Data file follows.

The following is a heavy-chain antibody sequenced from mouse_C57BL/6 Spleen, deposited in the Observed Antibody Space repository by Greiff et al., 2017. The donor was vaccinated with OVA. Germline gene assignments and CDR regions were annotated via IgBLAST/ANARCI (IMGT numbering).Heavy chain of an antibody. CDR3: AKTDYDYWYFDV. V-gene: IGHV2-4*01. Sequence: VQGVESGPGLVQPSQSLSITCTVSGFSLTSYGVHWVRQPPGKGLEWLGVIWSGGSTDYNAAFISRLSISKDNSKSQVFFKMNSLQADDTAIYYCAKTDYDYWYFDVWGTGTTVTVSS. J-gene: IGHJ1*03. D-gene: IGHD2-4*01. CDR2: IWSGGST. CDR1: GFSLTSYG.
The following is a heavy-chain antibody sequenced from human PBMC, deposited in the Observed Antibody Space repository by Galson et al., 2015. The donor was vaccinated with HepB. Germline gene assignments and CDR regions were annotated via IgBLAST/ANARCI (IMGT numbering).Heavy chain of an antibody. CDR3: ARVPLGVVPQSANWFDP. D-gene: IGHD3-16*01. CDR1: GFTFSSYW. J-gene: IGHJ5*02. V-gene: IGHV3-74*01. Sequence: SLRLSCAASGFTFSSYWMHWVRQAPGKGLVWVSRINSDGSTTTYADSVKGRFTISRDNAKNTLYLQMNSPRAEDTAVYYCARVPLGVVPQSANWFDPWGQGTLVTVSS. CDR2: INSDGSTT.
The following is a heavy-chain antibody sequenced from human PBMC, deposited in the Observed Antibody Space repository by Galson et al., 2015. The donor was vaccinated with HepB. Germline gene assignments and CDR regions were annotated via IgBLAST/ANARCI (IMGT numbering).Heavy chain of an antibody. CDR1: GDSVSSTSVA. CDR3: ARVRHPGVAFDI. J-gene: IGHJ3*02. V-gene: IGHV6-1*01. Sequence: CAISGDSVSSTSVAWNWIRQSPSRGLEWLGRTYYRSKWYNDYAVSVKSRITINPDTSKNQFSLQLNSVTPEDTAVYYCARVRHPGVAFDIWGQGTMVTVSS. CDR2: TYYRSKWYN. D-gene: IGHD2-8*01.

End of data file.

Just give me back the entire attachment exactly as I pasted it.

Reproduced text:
The following is a heavy-chain antibody sequenced from mouse_C57BL/6 Spleen, deposited in the Observed Antibody Space repository by Greiff et al., 2017. The donor was vaccinated with OVA. Germline gene assignments and CDR regions were annotated via IgBLAST/ANARCI (IMGT numbering).Heavy chain of an antibody. CDR3: AKTDYDYWYFDV. V-gene: IGHV2-4*01. Sequence: VQGVESGPGLVQPSQSLSITCTVSGFSLTSYGVHWVRQPPGKGLEWLGVIWSGGSTDYNAAFISRLSISKDNSKSQVFFKMNSLQADDTAIYYCAKTDYDYWYFDVWGTGTTVTVSS. J-gene: IGHJ1*03. D-gene: IGHD2-4*01. CDR2: IWSGGST. CDR1: GFSLTSYG.
The following is a heavy-chain antibody sequenced from human PBMC, deposited in the Observed Antibody Space repository by Galson et al., 2015. The donor was vaccinated with HepB. Germline gene assignments and CDR regions were annotated via IgBLAST/ANARCI (IMGT numbering).Heavy chain of an antibody. CDR3: ARVPLGVVPQSANWFDP. D-gene: IGHD3-16*01. CDR1: GFTFSSYW. J-gene: IGHJ5*02. V-gene: IGHV3-74*01. Sequence: SLRLSCAASGFTFSSYWMHWVRQAPGKGLVWVSRINSDGSTTTYADSVKGRFTISRDNAKNTLYLQMNSPRAEDTAVYYCARVPLGVVPQSANWFDPWGQGTLVTVSS. CDR2: INSDGSTT.
The following is a heavy-chain antibody sequenced from human PBMC, deposited in the Observed Antibody Space repository by Galson et al., 2015. The donor was vaccinated with HepB. Germline gene assignments and CDR regions were annotated via IgBLAST/ANARCI (IMGT numbering).Heavy chain of an antibody. CDR1: GDSVSSTSVA. CDR3: ARVRHPGVAFDI. J-gene: IGHJ3*02. V-gene: IGHV6-1*01. Sequence: CAISGDSVSSTSVAWNWIRQSPSRGLEWLGRTYYRSKWYNDYAVSVKSRITINPDTSKNQFSLQLNSVTPEDTAVYYCARVRHPGVAFDIWGQGTMVTVSS. CDR2: TYYRSKWYN. D-gene: IGHD2-8*01.